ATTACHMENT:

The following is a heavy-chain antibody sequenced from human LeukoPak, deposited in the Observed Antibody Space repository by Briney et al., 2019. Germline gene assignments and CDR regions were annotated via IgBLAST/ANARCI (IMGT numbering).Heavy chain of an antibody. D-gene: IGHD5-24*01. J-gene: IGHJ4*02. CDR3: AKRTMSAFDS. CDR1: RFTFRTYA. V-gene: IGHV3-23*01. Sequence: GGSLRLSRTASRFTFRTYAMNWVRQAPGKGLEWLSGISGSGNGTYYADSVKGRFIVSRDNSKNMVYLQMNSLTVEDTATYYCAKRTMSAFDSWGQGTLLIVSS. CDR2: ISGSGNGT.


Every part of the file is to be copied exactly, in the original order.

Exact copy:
The following is a heavy-chain antibody sequenced from human LeukoPak, deposited in the Observed Antibody Space repository by Briney et al., 2019. Germline gene assignments and CDR regions were annotated via IgBLAST/ANARCI (IMGT numbering).Heavy chain of an antibody. D-gene: IGHD5-24*01. J-gene: IGHJ4*02. CDR3: AKRTMSAFDS. CDR1: RFTFRTYA. V-gene: IGHV3-23*01. Sequence: GGSLRLSRTASRFTFRTYAMNWVRQAPGKGLEWLSGISGSGNGTYYADSVKGRFIVSRDNSKNMVYLQMNSLTVEDTATYYCAKRTMSAFDSWGQGTLLIVSS. CDR2: ISGSGNGT.